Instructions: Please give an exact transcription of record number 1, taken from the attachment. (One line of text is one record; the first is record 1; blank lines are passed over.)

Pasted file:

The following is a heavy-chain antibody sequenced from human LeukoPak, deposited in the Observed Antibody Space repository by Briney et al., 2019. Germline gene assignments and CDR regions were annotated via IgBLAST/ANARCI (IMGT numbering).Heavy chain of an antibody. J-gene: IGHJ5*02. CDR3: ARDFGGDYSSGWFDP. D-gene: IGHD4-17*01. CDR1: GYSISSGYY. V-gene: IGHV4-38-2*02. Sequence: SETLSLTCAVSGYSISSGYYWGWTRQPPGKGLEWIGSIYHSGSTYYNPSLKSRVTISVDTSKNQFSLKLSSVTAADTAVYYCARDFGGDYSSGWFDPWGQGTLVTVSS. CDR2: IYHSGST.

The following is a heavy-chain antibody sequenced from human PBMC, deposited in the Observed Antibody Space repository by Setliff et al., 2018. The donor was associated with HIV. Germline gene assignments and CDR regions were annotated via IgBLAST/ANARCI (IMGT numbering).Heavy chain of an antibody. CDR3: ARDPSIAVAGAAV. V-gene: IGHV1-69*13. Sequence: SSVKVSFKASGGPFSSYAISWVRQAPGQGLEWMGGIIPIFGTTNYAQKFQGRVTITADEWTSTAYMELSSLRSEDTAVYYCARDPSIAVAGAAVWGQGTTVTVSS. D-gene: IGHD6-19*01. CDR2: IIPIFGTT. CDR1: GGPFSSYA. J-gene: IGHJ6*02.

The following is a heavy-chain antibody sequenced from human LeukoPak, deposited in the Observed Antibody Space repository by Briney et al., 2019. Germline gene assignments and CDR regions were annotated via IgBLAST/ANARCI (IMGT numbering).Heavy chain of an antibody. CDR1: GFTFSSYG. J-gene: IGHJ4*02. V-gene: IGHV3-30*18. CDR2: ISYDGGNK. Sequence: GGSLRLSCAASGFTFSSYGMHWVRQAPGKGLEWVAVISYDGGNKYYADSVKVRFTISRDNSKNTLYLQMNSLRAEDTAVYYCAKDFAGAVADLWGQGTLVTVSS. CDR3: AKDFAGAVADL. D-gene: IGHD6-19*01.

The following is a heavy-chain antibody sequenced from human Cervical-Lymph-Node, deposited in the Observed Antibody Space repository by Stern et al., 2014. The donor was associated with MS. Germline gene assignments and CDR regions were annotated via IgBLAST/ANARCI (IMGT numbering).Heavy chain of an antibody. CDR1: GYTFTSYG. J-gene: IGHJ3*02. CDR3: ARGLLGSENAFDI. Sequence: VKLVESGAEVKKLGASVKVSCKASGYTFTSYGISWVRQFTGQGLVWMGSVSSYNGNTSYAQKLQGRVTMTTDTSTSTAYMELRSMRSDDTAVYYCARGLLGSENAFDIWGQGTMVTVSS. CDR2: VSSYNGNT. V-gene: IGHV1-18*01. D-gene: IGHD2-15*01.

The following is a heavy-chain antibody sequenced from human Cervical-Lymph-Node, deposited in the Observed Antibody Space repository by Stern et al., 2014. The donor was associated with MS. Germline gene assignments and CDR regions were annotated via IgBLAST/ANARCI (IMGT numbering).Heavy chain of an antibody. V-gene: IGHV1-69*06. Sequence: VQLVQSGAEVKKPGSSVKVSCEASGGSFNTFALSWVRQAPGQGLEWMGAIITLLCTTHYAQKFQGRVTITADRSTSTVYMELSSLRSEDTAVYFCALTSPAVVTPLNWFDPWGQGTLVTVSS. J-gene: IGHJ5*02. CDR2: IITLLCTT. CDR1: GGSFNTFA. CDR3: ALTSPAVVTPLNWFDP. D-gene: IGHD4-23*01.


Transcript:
The following is a heavy-chain antibody sequenced from human LeukoPak, deposited in the Observed Antibody Space repository by Briney et al., 2019. Germline gene assignments and CDR regions were annotated via IgBLAST/ANARCI (IMGT numbering).Heavy chain of an antibody. J-gene: IGHJ5*02. CDR3: ARDFGGDYSSGWFDP. D-gene: IGHD4-17*01. CDR1: GYSISSGYY. V-gene: IGHV4-38-2*02. Sequence: SETLSLTCAVSGYSISSGYYWGWTRQPPGKGLEWIGSIYHSGSTYYNPSLKSRVTISVDTSKNQFSLKLSSVTAADTAVYYCARDFGGDYSSGWFDPWGQGTLVTVSS. CDR2: IYHSGST.